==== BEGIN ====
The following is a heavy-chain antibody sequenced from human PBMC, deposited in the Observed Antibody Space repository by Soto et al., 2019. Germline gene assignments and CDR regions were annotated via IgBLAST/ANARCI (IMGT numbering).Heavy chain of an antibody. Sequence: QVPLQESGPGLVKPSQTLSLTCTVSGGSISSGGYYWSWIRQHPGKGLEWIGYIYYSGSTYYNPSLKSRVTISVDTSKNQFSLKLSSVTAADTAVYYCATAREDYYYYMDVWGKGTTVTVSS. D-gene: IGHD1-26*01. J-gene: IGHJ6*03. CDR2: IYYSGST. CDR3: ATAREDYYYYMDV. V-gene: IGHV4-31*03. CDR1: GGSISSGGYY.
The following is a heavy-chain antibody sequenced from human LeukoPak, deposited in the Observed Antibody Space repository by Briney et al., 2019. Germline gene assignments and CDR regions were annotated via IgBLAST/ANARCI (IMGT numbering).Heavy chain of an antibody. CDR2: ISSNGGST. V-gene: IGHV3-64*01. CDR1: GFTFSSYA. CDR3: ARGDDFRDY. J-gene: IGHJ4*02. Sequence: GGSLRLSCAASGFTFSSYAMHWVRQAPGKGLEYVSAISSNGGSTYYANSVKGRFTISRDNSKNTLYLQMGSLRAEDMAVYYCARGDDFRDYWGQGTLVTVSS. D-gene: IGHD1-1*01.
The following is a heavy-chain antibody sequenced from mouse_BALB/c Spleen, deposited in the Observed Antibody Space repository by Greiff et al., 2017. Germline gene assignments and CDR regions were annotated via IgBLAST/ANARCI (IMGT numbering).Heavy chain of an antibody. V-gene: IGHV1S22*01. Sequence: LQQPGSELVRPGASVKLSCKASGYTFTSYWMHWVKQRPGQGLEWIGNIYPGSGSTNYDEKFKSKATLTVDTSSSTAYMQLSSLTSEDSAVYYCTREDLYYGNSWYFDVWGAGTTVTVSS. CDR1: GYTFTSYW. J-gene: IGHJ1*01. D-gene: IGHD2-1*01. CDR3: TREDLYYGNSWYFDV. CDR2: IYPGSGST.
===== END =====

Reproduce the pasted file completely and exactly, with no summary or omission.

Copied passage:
The following is a heavy-chain antibody sequenced from human PBMC, deposited in the Observed Antibody Space repository by Soto et al., 2019. Germline gene assignments and CDR regions were annotated via IgBLAST/ANARCI (IMGT numbering).Heavy chain of an antibody. Sequence: QVPLQESGPGLVKPSQTLSLTCTVSGGSISSGGYYWSWIRQHPGKGLEWIGYIYYSGSTYYNPSLKSRVTISVDTSKNQFSLKLSSVTAADTAVYYCATAREDYYYYMDVWGKGTTVTVSS. D-gene: IGHD1-26*01. J-gene: IGHJ6*03. CDR2: IYYSGST. CDR3: ATAREDYYYYMDV. V-gene: IGHV4-31*03. CDR1: GGSISSGGYY.
The following is a heavy-chain antibody sequenced from human LeukoPak, deposited in the Observed Antibody Space repository by Briney et al., 2019. Germline gene assignments and CDR regions were annotated via IgBLAST/ANARCI (IMGT numbering).Heavy chain of an antibody. CDR2: ISSNGGST. V-gene: IGHV3-64*01. CDR1: GFTFSSYA. CDR3: ARGDDFRDY. J-gene: IGHJ4*02. Sequence: GGSLRLSCAASGFTFSSYAMHWVRQAPGKGLEYVSAISSNGGSTYYANSVKGRFTISRDNSKNTLYLQMGSLRAEDMAVYYCARGDDFRDYWGQGTLVTVSS. D-gene: IGHD1-1*01.
The following is a heavy-chain antibody sequenced from mouse_BALB/c Spleen, deposited in the Observed Antibody Space repository by Greiff et al., 2017. Germline gene assignments and CDR regions were annotated via IgBLAST/ANARCI (IMGT numbering).Heavy chain of an antibody. V-gene: IGHV1S22*01. Sequence: LQQPGSELVRPGASVKLSCKASGYTFTSYWMHWVKQRPGQGLEWIGNIYPGSGSTNYDEKFKSKATLTVDTSSSTAYMQLSSLTSEDSAVYYCTREDLYYGNSWYFDVWGAGTTVTVSS. CDR1: GYTFTSYW. J-gene: IGHJ1*01. D-gene: IGHD2-1*01. CDR3: TREDLYYGNSWYFDV. CDR2: IYPGSGST.